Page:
The protean nature of "Full Frontal" is evident in its premiere numbers. Home base TBS claimed the second largest audience during the inaugural simulcast, averaging 629,000 viewers and a 0.3 adults 18-to-49 rating, while the stoner clique that is Adult Swim scared up 986,000 Sam Bee enthusiasts and a 0.5 in the demo. And though an enviable 60% of the audience falls between the 18-to-49 bookends, Ms. Bee's appeal to younger viewers is also plain in the current Nielsen data. Monday night's show was the sixth highest-rated cable telecast among the 18-to-34 set, out-gunning a range of concurrent options that included the premiere of "Damien" (A&E's adaptation of "The Omen" horror franchise) and the "Vanderpump Rules After Show" on Bravo.
Ms. Bee and her staff couldn't have asked for a better moment to hop into the national conversation, which over the last several months has been reduced to a series of hoots and harrumphs and hollers. Launching a week after the Iowa Caucus, "Full Frontal" immediately was confronted with a "where do we even start?" surfeit of targets. The unprecedentedly out-there presidential race has been an all-you-can-eat buffet (try the bellicose sentient yam!) for comedians, offering everything from the sparsely-attended funeral that was the Jeb "Please Clap" Bush campaign to the "Human Che Guevara T-Shirt" that is Bernie Sanders.
"Full Frontal" takes full advantage of its cable perogative, and Ms. Bee's spectral analysis of the methane cloud of politcial discourse has attracted a broad array of advertisers. Movie studios looking to reach the show's young, wised-up audience have snapped up inventory; repeat theatrical customers include DC Entertainment ("Batman v Superman: Dawn of Justice"), 20th Century Fox ("Eddie the Eagle") and Focus Features. The latter has ponied up to promote three rather distinct upcoming releases: "London Has Fallen," "The Young Messiah" and "Race."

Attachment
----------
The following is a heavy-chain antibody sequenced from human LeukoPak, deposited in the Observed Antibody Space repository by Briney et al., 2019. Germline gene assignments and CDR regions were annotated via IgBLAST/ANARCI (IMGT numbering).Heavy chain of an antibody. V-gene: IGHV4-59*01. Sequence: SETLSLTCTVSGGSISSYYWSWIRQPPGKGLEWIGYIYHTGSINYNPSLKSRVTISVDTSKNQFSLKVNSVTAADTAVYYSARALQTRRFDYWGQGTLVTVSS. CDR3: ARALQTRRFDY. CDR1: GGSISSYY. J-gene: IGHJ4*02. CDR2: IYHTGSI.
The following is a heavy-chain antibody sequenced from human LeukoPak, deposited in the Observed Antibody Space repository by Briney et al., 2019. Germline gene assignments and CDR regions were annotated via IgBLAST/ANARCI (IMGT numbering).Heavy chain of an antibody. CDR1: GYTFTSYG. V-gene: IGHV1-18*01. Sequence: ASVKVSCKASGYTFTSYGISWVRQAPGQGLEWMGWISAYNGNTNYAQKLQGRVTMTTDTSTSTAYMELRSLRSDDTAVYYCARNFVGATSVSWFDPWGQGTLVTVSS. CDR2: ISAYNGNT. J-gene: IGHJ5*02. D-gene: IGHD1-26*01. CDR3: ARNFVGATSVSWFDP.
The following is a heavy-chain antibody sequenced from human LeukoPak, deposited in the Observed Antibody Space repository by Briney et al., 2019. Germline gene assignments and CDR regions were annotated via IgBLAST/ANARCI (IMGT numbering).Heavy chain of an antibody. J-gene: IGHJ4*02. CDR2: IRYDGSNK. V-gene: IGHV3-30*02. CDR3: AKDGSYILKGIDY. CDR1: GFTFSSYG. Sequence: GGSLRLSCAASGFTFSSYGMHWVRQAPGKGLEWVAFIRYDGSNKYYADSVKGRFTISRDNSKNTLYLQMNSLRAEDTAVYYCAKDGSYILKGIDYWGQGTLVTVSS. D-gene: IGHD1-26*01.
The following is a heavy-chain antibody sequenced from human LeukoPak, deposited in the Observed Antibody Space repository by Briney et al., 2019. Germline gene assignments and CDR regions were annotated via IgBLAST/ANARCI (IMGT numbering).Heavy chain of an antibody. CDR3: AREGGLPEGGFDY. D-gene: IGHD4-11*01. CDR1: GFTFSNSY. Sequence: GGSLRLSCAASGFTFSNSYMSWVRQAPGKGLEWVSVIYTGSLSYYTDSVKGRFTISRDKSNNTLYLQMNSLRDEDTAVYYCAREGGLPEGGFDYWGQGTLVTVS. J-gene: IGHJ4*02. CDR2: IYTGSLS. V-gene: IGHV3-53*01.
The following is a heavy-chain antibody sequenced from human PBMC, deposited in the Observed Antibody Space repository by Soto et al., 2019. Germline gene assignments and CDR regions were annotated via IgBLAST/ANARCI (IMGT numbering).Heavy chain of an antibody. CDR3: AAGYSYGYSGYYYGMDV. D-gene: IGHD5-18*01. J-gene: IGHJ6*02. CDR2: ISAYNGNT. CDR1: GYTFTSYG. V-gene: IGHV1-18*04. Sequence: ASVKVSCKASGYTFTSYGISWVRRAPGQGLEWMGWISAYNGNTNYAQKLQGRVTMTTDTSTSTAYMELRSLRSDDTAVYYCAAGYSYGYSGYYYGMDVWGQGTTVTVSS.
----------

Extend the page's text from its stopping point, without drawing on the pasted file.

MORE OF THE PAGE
In fact, repeat business and/or long-term commitments make up the bulk of TBS' "Full Frontal" sales. Among the brands that have appeared in multiple "Full Frontal" telecasts are Burger King, T-Mobile, AT&T, Hyundai, Henry's Hard Soda, Motorola, Samsung, Mazda, Redd's Apple Ale and Wendy's. QSR and packaged foods are well represented; along with the two aforementioned fast-food chaons, Chili's, Dairy Queen, Taco Bell and Popeyes have bought time in the show, as have Lay's, Jolly Rancher, Pop-Tarts and Cheetos. A more formidable lineup of munchies-alleviating brands you're unlikely to see, outside of an episode of "Rick and Morty."
At the moment, "Full Frontal" is practically a steal, as media buyers estimate that the average unit cost is pricing out at about a tenth of what a 30-second spot in "Conan" fetches. But ratings have grown steadily over the last three weeks and the show's subject material isn't exactly going to dry up any time soon. If Ms. Bee and Co. can continue to build on their momentum, look for TBS to push for much higher pricing in the coming upfront.
The initial series order for "Full Frontal" was 13 epsiodes, and a renewal is expected to be announced before Turner makes its upfront presentation to buyers and advertisers in New York on May 18.